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Muscle magnetic resonance imaging of the lower limbs: Valuable diagnostic tool in the investigation of childhood neuromuscular disorders


Rushing, Elisabeth; Kellenberger, Christian; Kana, Veronika; Klein, Andrea (2014). Muscle magnetic resonance imaging of the lower limbs: Valuable diagnostic tool in the investigation of childhood neuromuscular disorders. Neuropediatrics, 45(5):278-288.

Abstract

Children presenting with neuromuscular symptoms are subject to exhaustive investigations. As it is noninvasive, muscle magnetic resonance imaging (MRI) is an important diagnostic tool in children, yet its impact has so far been mainly studied in small groups of genetically defined diseases, where specific MRI patterns are known. To assess the contribution of muscle MRI of the lower limbs in a diverse cohort of patients, we reviewed the diagnostic findings in 39 patients with a suspected neuromuscular disorder that underwent muscle MRI (28/39), biopsy (26/39), or both (18/39). MRI was performed without sedation in 26 of 28 patients at a mean age of 10 years (range, 1-27 years). In 10 of 28 cases (35%), MRI significantly contributed to the final diagnosis, and in 7 of 28 cases (25%), muscle MRI directly instructed genetic testing. These cases included Bethlem myopathy, laminopathy, calpainopathy, and RYR1-related myopathies. Muscle MRI serves as a valuable additional tool to guide diagnosis in suspected neuromuscular disorders in children, especially in cases with nonspecific biopsy findings.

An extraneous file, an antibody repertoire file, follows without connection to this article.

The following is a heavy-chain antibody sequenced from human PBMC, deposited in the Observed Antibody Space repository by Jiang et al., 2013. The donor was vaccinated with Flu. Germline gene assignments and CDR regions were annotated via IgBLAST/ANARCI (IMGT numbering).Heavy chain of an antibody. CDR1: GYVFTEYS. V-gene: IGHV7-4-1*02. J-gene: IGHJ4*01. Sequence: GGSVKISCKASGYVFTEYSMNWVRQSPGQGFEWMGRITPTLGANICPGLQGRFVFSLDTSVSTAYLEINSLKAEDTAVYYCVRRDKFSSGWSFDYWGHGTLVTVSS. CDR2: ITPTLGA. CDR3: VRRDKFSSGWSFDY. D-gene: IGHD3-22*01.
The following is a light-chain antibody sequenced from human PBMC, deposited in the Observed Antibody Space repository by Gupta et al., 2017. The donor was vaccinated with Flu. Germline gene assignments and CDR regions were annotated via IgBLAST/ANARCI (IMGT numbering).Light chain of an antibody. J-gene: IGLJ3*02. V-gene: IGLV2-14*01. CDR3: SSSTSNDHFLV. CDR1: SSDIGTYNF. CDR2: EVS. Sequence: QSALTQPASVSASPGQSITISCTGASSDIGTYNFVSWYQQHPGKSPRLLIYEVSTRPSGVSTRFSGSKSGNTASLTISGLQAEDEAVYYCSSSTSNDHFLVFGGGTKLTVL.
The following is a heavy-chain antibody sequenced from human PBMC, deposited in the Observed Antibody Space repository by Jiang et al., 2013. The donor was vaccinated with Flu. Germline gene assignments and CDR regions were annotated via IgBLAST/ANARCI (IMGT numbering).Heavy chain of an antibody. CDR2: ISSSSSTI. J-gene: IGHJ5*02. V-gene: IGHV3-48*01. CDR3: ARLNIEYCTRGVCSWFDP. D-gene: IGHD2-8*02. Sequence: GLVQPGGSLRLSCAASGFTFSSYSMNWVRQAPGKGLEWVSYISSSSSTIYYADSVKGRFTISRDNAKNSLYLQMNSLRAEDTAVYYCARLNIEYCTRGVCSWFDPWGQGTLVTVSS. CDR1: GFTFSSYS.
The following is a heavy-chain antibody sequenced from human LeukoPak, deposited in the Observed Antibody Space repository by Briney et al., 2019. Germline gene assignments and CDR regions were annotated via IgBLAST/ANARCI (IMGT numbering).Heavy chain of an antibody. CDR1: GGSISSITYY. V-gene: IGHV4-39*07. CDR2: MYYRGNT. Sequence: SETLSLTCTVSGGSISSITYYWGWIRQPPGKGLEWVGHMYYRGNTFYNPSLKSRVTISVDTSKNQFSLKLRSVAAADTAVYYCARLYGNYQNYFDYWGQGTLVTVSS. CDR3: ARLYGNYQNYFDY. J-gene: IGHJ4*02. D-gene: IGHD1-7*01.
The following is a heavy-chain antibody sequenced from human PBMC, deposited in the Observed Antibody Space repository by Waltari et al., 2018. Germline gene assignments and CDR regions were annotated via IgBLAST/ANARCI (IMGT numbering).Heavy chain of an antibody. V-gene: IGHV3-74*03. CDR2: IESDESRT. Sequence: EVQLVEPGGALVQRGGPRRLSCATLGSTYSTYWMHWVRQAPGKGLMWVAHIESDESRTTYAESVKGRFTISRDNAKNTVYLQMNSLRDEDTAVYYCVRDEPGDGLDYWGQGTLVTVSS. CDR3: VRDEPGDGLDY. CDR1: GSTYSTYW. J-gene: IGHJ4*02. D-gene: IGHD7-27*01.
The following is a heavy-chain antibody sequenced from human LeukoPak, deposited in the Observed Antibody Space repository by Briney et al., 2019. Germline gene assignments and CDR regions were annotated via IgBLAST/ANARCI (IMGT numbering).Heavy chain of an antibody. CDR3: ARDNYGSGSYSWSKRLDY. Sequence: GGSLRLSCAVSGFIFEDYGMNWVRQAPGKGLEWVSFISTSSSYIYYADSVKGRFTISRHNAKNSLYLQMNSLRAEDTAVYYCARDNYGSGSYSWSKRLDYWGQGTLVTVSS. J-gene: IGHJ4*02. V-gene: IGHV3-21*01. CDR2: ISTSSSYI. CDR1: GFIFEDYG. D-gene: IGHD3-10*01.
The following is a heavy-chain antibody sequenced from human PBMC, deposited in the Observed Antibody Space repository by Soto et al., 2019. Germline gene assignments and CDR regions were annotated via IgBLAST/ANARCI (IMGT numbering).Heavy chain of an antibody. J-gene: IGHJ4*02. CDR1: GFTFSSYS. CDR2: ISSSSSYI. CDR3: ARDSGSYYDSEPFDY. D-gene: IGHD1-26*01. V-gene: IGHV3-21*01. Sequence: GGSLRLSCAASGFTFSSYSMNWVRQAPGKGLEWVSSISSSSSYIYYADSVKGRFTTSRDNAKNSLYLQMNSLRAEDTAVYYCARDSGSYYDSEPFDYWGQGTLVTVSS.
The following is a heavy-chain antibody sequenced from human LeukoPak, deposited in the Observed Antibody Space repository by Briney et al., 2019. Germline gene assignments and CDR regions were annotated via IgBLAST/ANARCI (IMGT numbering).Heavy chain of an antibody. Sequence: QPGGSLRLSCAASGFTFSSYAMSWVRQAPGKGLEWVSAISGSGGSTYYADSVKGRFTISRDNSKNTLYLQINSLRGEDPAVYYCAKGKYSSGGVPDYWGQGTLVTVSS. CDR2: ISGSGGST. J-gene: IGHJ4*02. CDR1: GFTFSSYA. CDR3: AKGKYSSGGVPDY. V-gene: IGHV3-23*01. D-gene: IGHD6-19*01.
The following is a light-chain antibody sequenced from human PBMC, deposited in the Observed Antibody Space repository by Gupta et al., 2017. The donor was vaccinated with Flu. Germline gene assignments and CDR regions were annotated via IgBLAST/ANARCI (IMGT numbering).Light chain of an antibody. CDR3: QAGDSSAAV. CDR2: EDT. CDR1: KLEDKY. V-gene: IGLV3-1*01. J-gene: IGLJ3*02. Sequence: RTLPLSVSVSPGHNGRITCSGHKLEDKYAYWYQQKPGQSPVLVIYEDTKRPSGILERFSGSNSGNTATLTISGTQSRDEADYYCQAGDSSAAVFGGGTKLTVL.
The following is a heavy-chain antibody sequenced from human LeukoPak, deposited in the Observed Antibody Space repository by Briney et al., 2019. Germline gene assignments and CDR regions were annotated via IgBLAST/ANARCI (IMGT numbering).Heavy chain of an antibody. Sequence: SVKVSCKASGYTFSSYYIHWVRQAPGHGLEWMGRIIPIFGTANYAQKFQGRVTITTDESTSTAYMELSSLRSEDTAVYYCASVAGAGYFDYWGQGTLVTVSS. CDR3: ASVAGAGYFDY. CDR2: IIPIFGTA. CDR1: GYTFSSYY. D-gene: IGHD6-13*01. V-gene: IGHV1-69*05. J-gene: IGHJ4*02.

Abstract

Children presenting with neuromuscular symptoms are subject to exhaustive investigations. As it is noninvasive, muscle magnetic resonance imaging (MRI) is an important diagnostic tool in children, yet its impact has so far been mainly studied in small groups of genetically defined diseases, where specific MRI patterns are known. To assess the contribution of muscle MRI of the lower limbs in a diverse cohort of patients, we reviewed the diagnostic findings in 39 patients with a suspected neuromuscular disorder that underwent muscle MRI (28/39), biopsy (26/39), or both (18/39). MRI was performed without sedation in 26 of 28 patients at a mean age of 10 years (range, 1-27 years). In 10 of 28 cases (35%), MRI significantly contributed to the final diagnosis, and in 7 of 28 cases (25%), muscle MRI directly instructed genetic testing. These cases included Bethlem myopathy, laminopathy, calpainopathy, and RYR1-related myopathies. Muscle MRI serves as a valuable additional tool to guide diagnosis in suspected neuromuscular disorders in children, especially in cases with nonspecific biopsy findings.

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Additional indexing

Item Type:Journal Article, refereed, original work
Communities & Collections:04 Faculty of Medicine > University Children's Hospital Zurich > Medical Clinic
04 Faculty of Medicine > University Hospital Zurich > Institute of Neuropathology
Dewey Decimal Classification:570 Life sciences; biology
610 Medicine & health
Language:English
Date:2014
Deposited On:13 Jan 2015 15:50
Last Modified:05 Apr 2016 18:42
Publisher:Georg Thieme Verlag
ISSN:0174-304X
Publisher DOI:https://doi.org/10.1055/s-0034-1381954
PubMed ID:25025777

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